image

    Enhanced Key usage will show you the purpose of this certificate.

    image

    The above picture shows that this certificate is meant for Client Authentication.

    image

    So here we finish the process of acquiring the client certificate.

    Now the next step is to map the client certificate in IIS manager, depending upon one’s requirements. It can be one of the following:

     

    • Option to accept the client certificate from the user by the IIS website (with no mapping enabled).
    • Option to have 1-to-1 mapping for client certificate.
    • Option to have Many-to-one mapping for client certificate.
    • Option to have Active Directory Mapping for client certificate.

    1-to-1 and Many-to-1 mapping are simple to setup.

    Here I will walk you through the process of setting up the above configuration for 1-to-1 mapping and Active directory mapping.

    Let’s say that you have a website in IIS for which you want to enable client certificate.

    You need to go to IIS Manager->Default Website-> right click and go to Properties->Directory Security->Under Secure Communications section, click on Edit.

    image

    image

    Here in the picture above, you have three options for Client Certificates:

    • Ignore client certificates: IIS will ignore client certificate when a request reaches IIS website, even though web request has the certificate in it.
    • Accept Client certificates: IIS website will accept any client certificate from the user, if it is along with the web request.
    • Require Client certificates: IIS website will check for client certificate along with web request. If no client certificate is in the web request, users shall see 403.7 – Client certificate required, as the error message in the web page response.

    Now in the next section in the same picture above, if you want your website to be configured such that a client certificate is mapped to a user account, you can check on “Enable client certificate mapping”. What it means is that request will be executed in the context of an account.

    image

    Now, when you enable 1-to -1 Mapping, an individual client certificate will be mapped to a specific Windows account. So in case you don’t want any of the IIS authentication methods to be used, like Anonymous, Basic, Digest or Windows Integrated authentication, you can rely upon client certificate authentication based on 1-to -1 or Many-to-1 mappings.

    We will first go ahead with 1-to-1 mapping:

    Click on “Add…” in the Account Mappings window shown above.

    Now before you map a client certificate with a windows account, you need to have the corresponding client certificate on the server.

    Export the client certificate from the CA or the client machine (where you have the certificate installed) as follows:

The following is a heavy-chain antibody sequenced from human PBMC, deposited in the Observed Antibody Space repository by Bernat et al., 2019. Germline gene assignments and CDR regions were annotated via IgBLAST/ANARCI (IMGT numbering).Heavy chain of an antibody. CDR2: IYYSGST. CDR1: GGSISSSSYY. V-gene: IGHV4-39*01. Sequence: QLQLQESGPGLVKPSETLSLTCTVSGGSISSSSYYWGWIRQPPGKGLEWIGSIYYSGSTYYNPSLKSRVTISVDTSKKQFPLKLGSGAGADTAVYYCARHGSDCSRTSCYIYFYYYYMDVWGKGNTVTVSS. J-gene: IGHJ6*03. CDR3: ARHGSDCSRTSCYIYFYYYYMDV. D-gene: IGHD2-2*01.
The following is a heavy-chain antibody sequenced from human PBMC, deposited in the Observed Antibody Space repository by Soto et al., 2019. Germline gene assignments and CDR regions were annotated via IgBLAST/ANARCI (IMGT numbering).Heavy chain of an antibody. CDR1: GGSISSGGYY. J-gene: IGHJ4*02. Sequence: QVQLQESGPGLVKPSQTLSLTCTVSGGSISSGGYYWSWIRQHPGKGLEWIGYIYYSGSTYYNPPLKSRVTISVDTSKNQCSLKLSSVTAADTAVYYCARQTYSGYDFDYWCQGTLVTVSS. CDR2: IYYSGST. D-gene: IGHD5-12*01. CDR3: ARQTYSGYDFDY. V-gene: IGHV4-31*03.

1) From Client machine: Open Certificate snap-in as earlier and go to Certificates – Current User -> Personal -> Certificates.

    image

    Double click on the selected certificate and Click on Details and go to “Copy to File…”.

    Follow the Export wizard.

    image

    image

    You can either Export the private key or not export it. You should know the meaning of exporting the private key.

    image

    Go ahead and save the client certificate somewhere on your workstation (client).

    image

    2) From CA:

    Go to the Certificate Authority Snap-in and check the following location:

    image

    image

    Double click to display the certificate. Click on “Copy to File...” and follow the Certificate Export Wizard, and save the file to the server as shown below:

    image

    Now copy the saved certificate from any of the above location to the IIS server, where we need to map it a windows account.

    Back to IIS manager console for certificate mapping:

    image

    Now map a specific windows account with this certificate as shown below:

    image

    image

    Once the 1 to 1 mapping is set in place go ahead and try browsing the site.

    Here I have used an ASP script to render the server variables pertaining to the web request.

    This script will display the logged on user name and the authentication type used along with some other information.

    Also when you want to use Client certificate authentication you can clear all other authentication options in the IIS manager Directory Security setting as show below:

    image

    Here you won’t get 401.2 server configuration error because we are using some sort of authentication mechanism (client certificate mapping) to authenticate the user. Had we been not using client certificate mapping we would have got 401.2 if we try to access the site with no authentication method selected in IIS manager.

    Had there not been Client cert mapping and we had tried to browse to the web page with all the options cleared as shown above, you would have got error 401.2.

    Here is the sample logoninfo.asp page which displays server variables. Try accessing this page.

    <%

    response.write ("LOGON_USER: ")

    response.write (request.servervariables("LOGON_USER"))

    response.write ("<BR>")

    response.write ("AUTH_USER: ")

    response.write (request.servervariables("AUTH_USER"))

    response.write ("<BR>")

    response.write ("AUTH_TYPE: ")

    response.write (request.servervariables("AUTH_TYPE"))

    response.write ("<BR>")

    response.write ("CERT_COOKIE: ")